Mitre ATT&CK helps security managers defend their networks by providing a framework for categorising the techniques and tactics used in real world cyberattacks.
Founded in 2013 in order to document the common threats, tactics and procedures used to attack Windows networks, Mitre ATT&CK has gathered data and telemetry on real world attacks which can be used to defend today’s networks.
Today the scope of ATT&CK has been expanded beyond Windows networks to include MacOS, Linux, AWS, Azure, Office365 and mobile devices. ATT&CK stands for Adversarial Tactics, Techniques, and Common Knowledge.
The ATT&CK framework is written and organised from the perspective of the attacker. It asks the questions: what is the attacker trying to achieve? and how are they trying to do it? If you can answer those questions then it is much easier to design defences and detection systems optimised to spot those activities on your network.
What is the ATT&CK Matrix for Enterprise?
The ATT&CK framework is published as a matrix on the ATT&CK homepage. The framework is organised around a series of tactics used by attackers – such as gaining Initial Access, or Lateral Movement around the network. Under each tactic is listed numerous techniques that have been observed as a means to achieve the tactic.
Many security managers offices have a large printout of the matrix on the wall with each technique colour coded to indicate the defences in place in their network to mitigate or defend against that technique. It’s an easy way to get an overview of the defences in place and spot any gaps.
What are the ATT&CK tactics?
The tactics described by the ATT&CK framework represent the objectives of attackers when they target your network. Are they trying to achieve a persistent presence, is lateral movement needed in order to reach their ultimate target? Each tactic is enabled by a number of techniques which are used by attackers in order to achieve their objectives.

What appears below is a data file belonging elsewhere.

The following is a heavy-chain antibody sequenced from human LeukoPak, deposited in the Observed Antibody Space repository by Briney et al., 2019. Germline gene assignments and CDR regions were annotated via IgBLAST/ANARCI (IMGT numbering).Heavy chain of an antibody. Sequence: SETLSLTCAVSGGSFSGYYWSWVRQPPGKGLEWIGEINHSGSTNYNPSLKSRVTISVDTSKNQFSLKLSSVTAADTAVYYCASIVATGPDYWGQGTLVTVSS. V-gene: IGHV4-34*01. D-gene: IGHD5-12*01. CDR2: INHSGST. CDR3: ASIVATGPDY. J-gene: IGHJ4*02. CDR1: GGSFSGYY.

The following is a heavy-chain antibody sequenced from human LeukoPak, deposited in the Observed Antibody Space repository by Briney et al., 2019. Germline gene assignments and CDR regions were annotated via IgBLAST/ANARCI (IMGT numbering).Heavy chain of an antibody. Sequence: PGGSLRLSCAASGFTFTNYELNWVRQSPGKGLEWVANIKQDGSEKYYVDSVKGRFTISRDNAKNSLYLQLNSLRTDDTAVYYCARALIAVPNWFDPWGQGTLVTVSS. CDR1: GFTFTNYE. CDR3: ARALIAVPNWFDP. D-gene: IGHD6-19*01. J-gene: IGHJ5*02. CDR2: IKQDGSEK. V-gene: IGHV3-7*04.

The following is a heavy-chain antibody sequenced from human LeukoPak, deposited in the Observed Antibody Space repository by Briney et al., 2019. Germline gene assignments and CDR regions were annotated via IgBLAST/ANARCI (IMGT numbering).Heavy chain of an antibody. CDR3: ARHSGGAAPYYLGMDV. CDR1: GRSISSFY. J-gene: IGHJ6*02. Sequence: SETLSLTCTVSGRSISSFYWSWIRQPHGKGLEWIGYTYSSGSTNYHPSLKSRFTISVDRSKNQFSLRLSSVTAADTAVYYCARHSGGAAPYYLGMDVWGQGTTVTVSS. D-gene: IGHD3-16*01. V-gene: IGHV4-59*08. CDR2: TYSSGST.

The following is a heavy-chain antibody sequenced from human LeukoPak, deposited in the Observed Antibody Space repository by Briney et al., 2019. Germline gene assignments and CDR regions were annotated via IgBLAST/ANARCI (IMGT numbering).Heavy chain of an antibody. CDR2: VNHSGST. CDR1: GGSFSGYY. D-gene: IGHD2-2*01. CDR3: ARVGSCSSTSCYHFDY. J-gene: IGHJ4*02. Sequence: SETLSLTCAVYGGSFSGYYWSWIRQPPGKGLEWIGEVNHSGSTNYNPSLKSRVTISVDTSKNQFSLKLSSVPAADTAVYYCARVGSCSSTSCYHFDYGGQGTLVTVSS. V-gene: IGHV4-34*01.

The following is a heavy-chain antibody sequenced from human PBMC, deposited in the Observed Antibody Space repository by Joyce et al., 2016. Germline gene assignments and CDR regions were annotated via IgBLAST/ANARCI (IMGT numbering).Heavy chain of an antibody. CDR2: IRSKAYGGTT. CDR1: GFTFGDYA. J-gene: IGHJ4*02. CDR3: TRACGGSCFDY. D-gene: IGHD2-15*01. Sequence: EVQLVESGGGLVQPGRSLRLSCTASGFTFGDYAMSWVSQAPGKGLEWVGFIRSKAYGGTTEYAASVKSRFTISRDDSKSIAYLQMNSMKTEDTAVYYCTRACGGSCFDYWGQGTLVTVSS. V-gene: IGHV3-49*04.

There are 12 tactics described in the framework:
Initial access describes the various techniques used by the attackers in order to first establish a beach-head in your network. This may involve exploiting a vulnerability in a public-facing web server or some form of spearphishing attack in order to capture credentials from a user.
The attacker tries to run malicious code using Execution techniques. Typically co-ordinated with other techniques such as Discovery in order to achieve the wider goals of the attack. The attacker may run a utility in order to map the network and identify the database servers which contain the data they want to steal.
The persistence techniques establish a permanent foothold in the network using different techniques than those used during the Initial Access. For example, a spearphished set of credentials could be used to obtain Initial Access however that access will be lost as soon as the account password is changed. Persistence techniques such a creating new accounts, adding start-up code or installing remote access tools allow the attacker to continue to infiltrate the network after the Initial Access vulnerability is resolved.